Maybe you’ve been sitting with your father who’s dying, maybe you’ve lost your job or are in the midst of a huge paradigm shift in your career, which you thought would last forever, and now it feels like you’ve got nothing to stand on.

Maybe you’re dealing with a terrible disease, acute or chronic and you’re just not even sure who you are anymore.

Maybe you’re just like the rest of us poor slobs wondering why and how it is that even the most joy-filled moments of heart splitting wonder seem to have this little nugget of sadness embedded in them. Maybe you’re one of those folks who feels you’re always waiting for the other shoe to fall.

On top of that you may be thinking, I should get a grip, I’ve been meditating for (insert number of months, years meditating here) I should be able to settle my mind down. I’m a terrible meditator. 

Or, maybe you’re a meditation teacher and you’re in that place where even the coach needs a little extra support and love and you think crap, who can I ask for help? This is SO embarrassing!  Nonsense darlings! Now and then all of us need some help, a little extra support, for all kinds of thing, including our own self care. In fact, research shows that actually asking for help is a sign of STRENGTH. So there’s that.

Let me tell you dear ones, you’re not a terrible meditator. You’re just feeling overwhelmed. There’s no shame in getting a little assistance.

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So, no matter who you are and how long you’ve been sitting and meditating, it is okay. If you feel like you need a permission slip – here it is.

Go ahead and use guided meditations when you want to. Sometimes it’s just nice to let someone else drive the bus, right?

When you feel ready to sit in silence, on your own, you’ll know.

Lots of people, all over the globe practice alone but they may also sit with a group from time to time, some weekly. Many folks also make regular check-ins with a meditation teacher. To that end, I strongly encourage you to find a teacher somewhere and study with them. It’s highly beneficial to have someone whose been down the road ahead of you to whom you may turn to ask questions and talk things over.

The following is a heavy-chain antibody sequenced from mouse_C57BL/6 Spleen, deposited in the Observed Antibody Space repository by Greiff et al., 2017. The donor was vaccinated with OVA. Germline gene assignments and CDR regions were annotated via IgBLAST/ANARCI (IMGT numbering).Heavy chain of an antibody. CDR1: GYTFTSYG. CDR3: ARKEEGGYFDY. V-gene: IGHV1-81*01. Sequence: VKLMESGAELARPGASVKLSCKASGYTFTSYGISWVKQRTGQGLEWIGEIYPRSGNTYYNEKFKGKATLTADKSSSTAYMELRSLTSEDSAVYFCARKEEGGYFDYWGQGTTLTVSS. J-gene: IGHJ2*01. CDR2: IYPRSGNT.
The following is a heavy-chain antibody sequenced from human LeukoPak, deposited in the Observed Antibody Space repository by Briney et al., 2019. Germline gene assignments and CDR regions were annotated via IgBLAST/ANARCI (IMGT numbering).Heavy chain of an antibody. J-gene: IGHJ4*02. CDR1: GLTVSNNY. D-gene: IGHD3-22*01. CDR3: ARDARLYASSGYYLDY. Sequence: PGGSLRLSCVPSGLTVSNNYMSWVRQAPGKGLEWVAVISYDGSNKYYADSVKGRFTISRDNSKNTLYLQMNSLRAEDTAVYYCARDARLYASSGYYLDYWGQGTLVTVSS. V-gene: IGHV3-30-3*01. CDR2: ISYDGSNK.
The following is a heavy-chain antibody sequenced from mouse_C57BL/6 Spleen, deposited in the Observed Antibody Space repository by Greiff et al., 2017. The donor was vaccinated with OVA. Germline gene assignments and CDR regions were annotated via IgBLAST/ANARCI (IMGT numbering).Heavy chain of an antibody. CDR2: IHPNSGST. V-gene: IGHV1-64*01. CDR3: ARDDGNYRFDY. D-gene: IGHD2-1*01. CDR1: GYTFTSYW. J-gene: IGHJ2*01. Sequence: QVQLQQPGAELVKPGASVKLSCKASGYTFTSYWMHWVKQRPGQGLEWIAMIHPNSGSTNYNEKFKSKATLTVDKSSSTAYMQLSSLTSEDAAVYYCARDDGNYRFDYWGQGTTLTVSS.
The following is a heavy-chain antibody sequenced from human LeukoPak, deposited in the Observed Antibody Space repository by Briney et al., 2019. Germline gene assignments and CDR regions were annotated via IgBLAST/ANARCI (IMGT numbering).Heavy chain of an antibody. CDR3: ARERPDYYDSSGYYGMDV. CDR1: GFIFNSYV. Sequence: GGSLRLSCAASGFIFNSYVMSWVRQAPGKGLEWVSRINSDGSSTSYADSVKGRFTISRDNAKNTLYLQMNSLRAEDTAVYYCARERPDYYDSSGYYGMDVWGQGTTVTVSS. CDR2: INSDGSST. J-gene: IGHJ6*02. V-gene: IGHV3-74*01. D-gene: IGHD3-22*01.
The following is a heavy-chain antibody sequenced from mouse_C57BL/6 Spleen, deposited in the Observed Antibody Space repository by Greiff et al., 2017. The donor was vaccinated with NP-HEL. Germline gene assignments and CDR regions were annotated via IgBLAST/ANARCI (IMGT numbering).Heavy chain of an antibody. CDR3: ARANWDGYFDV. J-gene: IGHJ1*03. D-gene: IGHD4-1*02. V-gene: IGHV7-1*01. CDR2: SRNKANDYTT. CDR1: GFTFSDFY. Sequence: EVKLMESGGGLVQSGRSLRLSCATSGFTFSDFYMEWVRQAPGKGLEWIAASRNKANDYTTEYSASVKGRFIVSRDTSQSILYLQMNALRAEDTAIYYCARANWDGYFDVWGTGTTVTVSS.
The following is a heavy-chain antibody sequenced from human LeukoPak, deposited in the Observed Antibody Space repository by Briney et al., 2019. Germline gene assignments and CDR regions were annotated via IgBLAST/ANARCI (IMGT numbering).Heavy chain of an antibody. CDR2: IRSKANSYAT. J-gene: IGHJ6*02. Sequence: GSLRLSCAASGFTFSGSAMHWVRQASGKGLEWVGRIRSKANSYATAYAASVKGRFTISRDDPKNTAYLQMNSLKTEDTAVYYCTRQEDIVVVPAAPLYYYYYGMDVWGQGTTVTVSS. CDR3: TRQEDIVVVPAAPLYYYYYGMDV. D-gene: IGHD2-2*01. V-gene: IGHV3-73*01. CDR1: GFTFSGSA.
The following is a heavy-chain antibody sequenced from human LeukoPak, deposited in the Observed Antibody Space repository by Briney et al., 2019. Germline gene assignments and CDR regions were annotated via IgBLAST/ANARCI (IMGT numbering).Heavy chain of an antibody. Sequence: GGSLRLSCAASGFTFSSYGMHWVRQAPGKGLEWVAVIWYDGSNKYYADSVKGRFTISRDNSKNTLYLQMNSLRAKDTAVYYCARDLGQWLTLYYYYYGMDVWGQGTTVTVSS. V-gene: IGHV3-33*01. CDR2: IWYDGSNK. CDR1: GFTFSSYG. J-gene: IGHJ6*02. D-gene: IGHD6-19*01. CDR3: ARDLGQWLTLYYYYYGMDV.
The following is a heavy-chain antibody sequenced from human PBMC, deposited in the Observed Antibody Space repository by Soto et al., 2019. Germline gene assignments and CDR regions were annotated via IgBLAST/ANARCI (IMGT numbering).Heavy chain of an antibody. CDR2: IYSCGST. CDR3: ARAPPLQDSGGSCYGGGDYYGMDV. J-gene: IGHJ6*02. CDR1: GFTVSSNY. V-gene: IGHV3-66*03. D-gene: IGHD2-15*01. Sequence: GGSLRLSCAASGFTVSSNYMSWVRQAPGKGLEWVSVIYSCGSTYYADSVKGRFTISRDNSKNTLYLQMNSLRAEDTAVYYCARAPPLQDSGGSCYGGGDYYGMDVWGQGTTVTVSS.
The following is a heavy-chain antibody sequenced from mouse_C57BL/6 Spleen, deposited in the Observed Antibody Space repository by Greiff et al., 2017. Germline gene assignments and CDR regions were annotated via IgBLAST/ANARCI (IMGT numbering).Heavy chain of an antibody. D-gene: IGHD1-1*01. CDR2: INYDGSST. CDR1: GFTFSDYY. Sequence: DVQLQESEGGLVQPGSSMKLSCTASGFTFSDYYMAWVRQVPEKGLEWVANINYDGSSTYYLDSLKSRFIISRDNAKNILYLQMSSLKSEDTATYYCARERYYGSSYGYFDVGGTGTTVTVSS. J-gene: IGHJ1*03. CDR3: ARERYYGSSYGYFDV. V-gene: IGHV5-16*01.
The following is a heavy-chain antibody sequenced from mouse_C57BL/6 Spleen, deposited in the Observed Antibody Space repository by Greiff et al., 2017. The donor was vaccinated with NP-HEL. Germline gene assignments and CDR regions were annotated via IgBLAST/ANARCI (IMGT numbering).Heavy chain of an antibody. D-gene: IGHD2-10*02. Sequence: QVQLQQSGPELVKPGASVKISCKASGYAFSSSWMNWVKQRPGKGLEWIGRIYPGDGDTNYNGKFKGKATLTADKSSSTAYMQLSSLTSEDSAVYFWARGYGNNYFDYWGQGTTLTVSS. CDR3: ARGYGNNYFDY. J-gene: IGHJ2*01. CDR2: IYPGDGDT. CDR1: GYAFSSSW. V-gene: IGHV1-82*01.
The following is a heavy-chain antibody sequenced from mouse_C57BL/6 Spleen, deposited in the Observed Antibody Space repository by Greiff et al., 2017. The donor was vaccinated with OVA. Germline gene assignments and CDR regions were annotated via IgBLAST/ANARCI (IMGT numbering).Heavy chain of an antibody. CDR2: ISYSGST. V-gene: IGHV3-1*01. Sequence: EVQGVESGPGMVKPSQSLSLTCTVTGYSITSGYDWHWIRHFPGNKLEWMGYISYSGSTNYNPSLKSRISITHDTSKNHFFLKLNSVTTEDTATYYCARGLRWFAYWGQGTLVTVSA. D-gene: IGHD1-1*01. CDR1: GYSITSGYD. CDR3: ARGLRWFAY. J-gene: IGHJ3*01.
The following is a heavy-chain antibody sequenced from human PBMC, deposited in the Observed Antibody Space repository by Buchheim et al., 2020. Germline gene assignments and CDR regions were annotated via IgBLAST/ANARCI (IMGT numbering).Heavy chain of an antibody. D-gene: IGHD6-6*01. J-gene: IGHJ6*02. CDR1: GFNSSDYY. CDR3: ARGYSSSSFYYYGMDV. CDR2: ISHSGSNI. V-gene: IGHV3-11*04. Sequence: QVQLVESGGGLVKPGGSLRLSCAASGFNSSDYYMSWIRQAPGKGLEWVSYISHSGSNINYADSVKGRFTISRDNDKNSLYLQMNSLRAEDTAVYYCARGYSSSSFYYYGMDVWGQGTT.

In support of all that, I’ve made a new page on the site offering some free guided meditations which I’m recording. You’ll also find links to the sites of several wonderful meditation teachers out there who offer audio, readings, books, retreats and so forth. Please check it all out. Explore. Find what works for you.

Please share the link to this page with friends, colleagues, loved ones. Anyone who might benefit from a little friendly mediation support.

Sail on friends. Sail on. Life’s just a series of tacking points. No direct line. Let’s enjoy the journey together.

Namaste,

Hillary

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Today’s Lesson


Get out of your own way.

It’s the first day of spring. A good time to plant new seeds in your life. (And by your, I mean as well, my.)

  
I think a common problem we all may have from time to time, is getting in our own way. 

Maybe we get scared, over think things, aim too high-too low, whatever. Self-sabotage? Yes. It’s a thing.

Let’s take this moment together then, right now, and pause a minute or a few, however long you need, and contemplate.

Where are you feeling stuck in some way? Like you’re not making forward progress?

When we can feel our way into those spaces, and sit quietly with them, we can begin to see when and where they started. Meditation is great for this. 

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When we still ourselves enough, the heart and mind can begin to settle, the emotional waters still so we can all the way to the bottom, down there in the mud and muck. 

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Then we can see which roots are lotus roots (wisdom) and which ones are some invasive weed (noise/suffering).

This takes some time and patient practice. And self-compassion. But it works. 

So today, on this first day of spring, won’t you join me? Together let’s pause and examine so we can build together lives of greater happiness by planting something really wonderful and rooting out a few weeds. 

Let’s get out of our own way. 

I wish you well. And I’d love to hear how it goes if you feel like sharing. 

Namaste,

Hillary IMG_0141